U2 drummer Larry Mullen: Next time you see a rich man, thank him!
"All those rich wives, all those rich guys with all those balls (Not sure what Larry means here about these guys and their balls, but let's keep the tape rolling...), all those women that you see organizing this and organizing that, without them we'd be in a very, very different state than we are now."
Ummm, Larry? Have you popped your balding head out the window of your limousine long enough to see the state we are in now? Maybe some of those men you know need to have more balls. Maybe you do, too. Better have a look.
When asked if this shoddy treatment of the fabulously wealthy had made him think of leaving his beloved Howth, Mullen went into deep thought. "I certainly thought that if ... if this is what (super-rich people) experience ... how can I fly the Irish flag and tell people come to Ireland because it's great?"
Larry, if you can bring yourself to do Ireland any favor, please do this: DO NOT FLY THE IRISH FLAG. It's not meant for people like you.
But there is room in Larry's heart for "the little guy." Take restaurateur Jay Bourke's admission he would be forced to close the snobby Eden in Temple Bar unless he got a break on rent. "It's my favorite restaurant," Larry moaned, moved with sympathy for himself. "I love that restaurant. 'll be broken-hearted if that goes down."
Well, wouldn't we all be? Where else is the working man, or more likely, the non-working man, going to find his "Caramelized Banana and Praline Parfait" with chocolate nougatine and milk chocolate mousse? At McDonald's, fer Chrissake?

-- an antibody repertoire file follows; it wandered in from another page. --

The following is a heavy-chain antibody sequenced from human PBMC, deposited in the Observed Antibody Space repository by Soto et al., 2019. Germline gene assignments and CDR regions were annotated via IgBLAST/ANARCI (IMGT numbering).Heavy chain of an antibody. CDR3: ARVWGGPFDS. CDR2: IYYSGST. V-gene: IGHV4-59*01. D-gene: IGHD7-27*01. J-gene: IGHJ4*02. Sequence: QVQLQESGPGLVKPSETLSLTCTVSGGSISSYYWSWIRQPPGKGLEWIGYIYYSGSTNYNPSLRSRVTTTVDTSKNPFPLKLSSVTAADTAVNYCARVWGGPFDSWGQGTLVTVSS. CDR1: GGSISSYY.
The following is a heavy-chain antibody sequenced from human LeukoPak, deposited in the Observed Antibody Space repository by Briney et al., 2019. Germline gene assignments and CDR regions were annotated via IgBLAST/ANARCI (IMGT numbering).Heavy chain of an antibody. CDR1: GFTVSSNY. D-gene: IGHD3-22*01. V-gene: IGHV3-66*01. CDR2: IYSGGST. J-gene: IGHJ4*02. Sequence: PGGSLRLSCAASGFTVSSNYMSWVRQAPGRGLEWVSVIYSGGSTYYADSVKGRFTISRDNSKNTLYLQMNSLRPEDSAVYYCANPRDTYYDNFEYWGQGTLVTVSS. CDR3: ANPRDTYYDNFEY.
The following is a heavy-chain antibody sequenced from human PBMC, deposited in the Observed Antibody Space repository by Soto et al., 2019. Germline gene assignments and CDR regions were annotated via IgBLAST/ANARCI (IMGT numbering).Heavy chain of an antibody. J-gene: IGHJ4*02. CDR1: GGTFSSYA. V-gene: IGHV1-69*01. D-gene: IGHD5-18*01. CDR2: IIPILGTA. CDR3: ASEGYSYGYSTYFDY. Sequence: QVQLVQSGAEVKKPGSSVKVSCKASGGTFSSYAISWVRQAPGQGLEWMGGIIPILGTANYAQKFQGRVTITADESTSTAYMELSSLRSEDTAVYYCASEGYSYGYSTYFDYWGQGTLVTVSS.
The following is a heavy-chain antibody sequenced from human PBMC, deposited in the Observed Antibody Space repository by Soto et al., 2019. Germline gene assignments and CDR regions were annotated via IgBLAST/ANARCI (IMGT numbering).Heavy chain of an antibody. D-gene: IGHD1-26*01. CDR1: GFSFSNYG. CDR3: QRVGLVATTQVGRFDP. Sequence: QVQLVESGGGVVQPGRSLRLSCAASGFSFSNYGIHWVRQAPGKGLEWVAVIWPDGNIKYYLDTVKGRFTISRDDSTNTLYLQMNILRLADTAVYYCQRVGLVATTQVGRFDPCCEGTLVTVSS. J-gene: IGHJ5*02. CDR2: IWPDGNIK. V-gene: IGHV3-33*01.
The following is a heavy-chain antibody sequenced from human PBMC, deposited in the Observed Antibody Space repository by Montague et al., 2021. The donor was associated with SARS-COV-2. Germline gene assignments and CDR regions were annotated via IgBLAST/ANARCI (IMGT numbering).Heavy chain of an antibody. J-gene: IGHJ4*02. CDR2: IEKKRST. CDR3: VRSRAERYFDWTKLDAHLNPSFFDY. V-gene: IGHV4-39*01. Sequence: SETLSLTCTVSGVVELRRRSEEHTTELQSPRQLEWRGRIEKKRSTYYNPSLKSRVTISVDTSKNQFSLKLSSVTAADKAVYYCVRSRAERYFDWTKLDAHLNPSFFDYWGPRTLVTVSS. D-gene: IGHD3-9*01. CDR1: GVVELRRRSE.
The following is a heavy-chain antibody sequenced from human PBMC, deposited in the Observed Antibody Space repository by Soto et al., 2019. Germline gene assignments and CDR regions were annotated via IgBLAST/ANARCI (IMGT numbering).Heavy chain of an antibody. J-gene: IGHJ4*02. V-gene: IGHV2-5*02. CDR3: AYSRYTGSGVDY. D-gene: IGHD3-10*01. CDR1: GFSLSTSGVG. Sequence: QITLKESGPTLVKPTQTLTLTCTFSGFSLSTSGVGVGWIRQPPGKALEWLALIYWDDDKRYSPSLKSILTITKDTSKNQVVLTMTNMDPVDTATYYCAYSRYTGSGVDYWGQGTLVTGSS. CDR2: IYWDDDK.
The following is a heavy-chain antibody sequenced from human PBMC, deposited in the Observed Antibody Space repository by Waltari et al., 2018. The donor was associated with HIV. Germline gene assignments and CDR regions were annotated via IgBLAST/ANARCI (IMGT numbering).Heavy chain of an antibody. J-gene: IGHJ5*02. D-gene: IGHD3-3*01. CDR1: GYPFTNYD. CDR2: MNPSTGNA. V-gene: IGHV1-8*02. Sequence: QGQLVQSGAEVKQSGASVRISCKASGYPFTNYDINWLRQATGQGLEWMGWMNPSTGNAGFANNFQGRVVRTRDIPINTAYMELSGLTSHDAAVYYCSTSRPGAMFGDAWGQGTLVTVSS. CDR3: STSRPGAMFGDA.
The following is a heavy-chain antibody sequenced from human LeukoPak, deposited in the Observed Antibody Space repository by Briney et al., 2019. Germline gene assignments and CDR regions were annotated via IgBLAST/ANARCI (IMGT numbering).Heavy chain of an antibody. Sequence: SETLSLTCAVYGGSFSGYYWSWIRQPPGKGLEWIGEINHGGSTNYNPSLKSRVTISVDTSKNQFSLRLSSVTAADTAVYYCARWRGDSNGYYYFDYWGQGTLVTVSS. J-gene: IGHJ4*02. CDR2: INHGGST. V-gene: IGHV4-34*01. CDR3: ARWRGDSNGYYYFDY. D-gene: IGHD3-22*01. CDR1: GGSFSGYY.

The world loves Bono not only because of his amazing talent and his genuine, generous joy before a live audience, but for his humanity. He is one man who has earned his super-richness, and has earned the love of his fans and the respect of the world not just because, as Larry says, he "has brought a lot of money into this country," but because he has taken a lot of it it out and spread it around — and not just in Ireland, but around the world.
There are people in the world who are have something to eat, who may live through an epidemic, who may see their children grow up in a better world than they knew, because of Bono.
What have YOU done, Larry?
It shouldn't come as any surprise that Larry has a different view than others (human beings) when it comes to the kind of charity and advocacy work Bono has made U2 symbolic of. The Herald Sun quoted Bono saying Larry worried that "all my campaigning would sink the ship."
Was Larry worried that Bono's work would make the band less-popular? Its music less-compelling? Or was it, perhaps, that he irrationally feared it might kill the golden goose, and thus deprive him of the rich life he clings to — and this, despite all the "humiliation" he must suffer for having tens of millions to his name?